A special "Plus 1" push button 81 is provided to extend the chapter by advancing the film transport to display the next photographic area, when a chapter contains an overflow of information wherein more than one of such areas is identified by a single chapter address code. When the film reaches the last overflow or "plus 1" photographic area in a chapter, the roll of film automatically rewinds to again present the first photographic area at the address of the selected chapter, if the "plus 1" button 81 is again pushed.
A thumb wheel 82 on handle 77 may be turned to focus the image projected onto the screen 54.
FIG. 2 shows a small section of film 60 and illustrates how the photographic areas are arranged thereon and identified by bar code addresses. In greater detail, each photographic area (85, for example) may have any convenient length "L" and a width "W", approximately equal to the width of the film, with suitable allowance for margins. Each photographic area includes a number of individual images (one of which is outlined at 86 for easy identification). The images on the photographic area are arranged in an orthogonal layout. A suitable index or table of contents may be provided near one edge of each photographic area, as indicated by cross hatching at 88.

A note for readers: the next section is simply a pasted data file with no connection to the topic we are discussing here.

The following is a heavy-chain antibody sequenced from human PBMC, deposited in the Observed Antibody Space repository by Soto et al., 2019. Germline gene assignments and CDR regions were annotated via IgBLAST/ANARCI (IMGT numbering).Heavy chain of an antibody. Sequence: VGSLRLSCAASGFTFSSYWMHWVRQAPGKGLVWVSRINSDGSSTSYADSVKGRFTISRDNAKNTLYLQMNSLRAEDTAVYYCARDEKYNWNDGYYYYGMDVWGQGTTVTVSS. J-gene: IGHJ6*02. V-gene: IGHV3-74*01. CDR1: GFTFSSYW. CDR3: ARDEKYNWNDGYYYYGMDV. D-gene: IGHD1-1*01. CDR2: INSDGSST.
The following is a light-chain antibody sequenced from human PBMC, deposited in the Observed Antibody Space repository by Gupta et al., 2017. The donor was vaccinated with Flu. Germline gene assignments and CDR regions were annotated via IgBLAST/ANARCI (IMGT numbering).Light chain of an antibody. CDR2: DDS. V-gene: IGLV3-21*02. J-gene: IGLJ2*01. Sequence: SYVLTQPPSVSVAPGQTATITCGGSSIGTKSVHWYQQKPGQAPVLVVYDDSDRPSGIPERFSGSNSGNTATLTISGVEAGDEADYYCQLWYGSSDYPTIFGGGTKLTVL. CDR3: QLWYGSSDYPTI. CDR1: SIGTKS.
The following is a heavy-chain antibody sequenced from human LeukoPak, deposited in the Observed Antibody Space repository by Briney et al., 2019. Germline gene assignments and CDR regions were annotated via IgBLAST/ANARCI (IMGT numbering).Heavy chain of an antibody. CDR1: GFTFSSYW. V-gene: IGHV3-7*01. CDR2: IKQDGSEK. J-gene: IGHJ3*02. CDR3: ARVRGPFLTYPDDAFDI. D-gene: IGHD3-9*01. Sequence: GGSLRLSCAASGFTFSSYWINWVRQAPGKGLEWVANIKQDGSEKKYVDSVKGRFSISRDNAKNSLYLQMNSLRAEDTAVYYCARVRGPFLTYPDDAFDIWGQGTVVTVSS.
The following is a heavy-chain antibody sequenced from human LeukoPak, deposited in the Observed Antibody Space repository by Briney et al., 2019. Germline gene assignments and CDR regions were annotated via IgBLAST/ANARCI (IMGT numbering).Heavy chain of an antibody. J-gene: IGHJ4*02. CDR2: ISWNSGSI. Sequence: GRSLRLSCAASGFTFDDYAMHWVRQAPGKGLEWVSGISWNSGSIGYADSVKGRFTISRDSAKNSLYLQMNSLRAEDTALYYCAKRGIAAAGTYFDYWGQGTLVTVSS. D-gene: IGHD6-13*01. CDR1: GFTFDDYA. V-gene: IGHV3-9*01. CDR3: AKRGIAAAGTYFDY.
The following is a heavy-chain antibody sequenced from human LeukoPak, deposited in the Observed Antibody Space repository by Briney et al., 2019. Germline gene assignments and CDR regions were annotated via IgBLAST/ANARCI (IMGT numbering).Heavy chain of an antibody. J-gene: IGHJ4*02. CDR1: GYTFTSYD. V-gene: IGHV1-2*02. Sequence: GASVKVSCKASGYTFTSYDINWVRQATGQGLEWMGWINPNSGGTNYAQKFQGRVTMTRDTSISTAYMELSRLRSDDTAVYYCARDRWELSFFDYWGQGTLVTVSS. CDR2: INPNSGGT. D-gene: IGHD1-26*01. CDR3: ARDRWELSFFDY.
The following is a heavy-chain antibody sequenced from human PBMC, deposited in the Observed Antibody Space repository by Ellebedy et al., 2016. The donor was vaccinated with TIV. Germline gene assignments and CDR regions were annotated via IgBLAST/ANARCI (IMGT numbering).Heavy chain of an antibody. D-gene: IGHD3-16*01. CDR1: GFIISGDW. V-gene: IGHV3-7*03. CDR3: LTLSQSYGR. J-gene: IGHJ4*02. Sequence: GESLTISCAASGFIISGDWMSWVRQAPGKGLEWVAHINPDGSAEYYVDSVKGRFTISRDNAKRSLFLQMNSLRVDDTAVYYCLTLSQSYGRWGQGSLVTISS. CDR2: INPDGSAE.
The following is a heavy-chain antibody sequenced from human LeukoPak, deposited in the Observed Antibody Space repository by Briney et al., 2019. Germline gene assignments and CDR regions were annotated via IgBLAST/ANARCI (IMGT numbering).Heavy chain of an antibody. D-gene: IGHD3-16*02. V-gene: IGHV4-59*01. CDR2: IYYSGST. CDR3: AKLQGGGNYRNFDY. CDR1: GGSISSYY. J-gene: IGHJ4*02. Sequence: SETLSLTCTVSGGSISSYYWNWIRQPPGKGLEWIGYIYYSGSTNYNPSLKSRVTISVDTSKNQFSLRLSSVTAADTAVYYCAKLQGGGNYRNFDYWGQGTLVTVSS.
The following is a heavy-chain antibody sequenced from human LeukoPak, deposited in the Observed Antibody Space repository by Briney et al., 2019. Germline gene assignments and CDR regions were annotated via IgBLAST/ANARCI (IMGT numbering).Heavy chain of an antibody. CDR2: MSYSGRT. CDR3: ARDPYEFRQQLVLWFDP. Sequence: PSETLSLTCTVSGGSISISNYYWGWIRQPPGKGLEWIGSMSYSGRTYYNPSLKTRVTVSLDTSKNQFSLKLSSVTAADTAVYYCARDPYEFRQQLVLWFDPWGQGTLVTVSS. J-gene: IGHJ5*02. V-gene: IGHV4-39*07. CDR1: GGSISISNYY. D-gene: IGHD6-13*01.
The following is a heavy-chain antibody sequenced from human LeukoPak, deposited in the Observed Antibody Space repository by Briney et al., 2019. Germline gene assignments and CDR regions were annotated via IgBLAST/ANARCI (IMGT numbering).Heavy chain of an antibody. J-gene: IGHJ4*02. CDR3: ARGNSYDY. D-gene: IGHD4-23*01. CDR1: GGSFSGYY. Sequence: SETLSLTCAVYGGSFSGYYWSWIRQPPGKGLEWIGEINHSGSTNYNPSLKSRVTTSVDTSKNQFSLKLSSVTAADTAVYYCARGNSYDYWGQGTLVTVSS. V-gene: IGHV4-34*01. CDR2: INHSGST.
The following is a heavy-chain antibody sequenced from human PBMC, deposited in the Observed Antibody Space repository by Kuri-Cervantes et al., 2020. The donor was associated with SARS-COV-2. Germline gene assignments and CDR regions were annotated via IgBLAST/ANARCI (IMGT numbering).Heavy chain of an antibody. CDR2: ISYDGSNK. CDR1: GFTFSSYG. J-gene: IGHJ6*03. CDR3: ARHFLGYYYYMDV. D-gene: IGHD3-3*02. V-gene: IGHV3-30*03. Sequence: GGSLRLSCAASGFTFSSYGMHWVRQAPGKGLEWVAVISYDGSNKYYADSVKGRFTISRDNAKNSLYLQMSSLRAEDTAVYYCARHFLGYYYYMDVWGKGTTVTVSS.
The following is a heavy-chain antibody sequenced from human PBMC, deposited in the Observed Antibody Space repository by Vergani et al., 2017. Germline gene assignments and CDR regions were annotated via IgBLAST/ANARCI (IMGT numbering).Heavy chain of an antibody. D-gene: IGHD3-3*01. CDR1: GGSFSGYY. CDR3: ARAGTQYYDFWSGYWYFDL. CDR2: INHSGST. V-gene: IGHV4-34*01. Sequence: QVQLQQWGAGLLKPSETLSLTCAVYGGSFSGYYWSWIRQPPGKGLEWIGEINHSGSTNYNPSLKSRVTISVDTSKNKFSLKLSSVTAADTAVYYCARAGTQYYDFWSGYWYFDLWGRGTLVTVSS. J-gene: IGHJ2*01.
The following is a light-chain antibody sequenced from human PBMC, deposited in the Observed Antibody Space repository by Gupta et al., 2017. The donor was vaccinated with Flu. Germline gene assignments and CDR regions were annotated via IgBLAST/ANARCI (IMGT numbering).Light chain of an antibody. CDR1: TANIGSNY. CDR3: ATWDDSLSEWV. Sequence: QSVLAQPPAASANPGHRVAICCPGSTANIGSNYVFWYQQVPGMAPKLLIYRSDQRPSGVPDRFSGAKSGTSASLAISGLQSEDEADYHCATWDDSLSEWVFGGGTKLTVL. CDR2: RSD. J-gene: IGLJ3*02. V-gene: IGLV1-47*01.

The drawing has been marked at 90, by way of example, to indicate that the images on photographic area 87 are identified by the address "Book 6, Chapter 9", which is also indicated by the bar code 92 address. The letter "A" on photographic area 85 implies that chapter 9 is so large that it overflows and extends over a plurality of photographic areas. The user realizes that he must go on to another or overflow photographic area and he pushes the special "plus 1" push button 81 (FIG. 1) to cause the reader/printer to advance from photographic area 87 to overflow photographic area 85, where a special single mark bar code 89 is encountered. If the "plus 1" push button 81 is pushed again, the transport advances a second time, looking for another single mark bar code. However, this time a standard bar code 91 is found. Therefore, the second operation of the "plus 1" push button 81 causes the film to briefly rewind and to again display the initial photographic area 87 in Chapter 9. This "plus 1" process of advancing to the next or overflow photographic area, one at a time, may be repeated as often as required.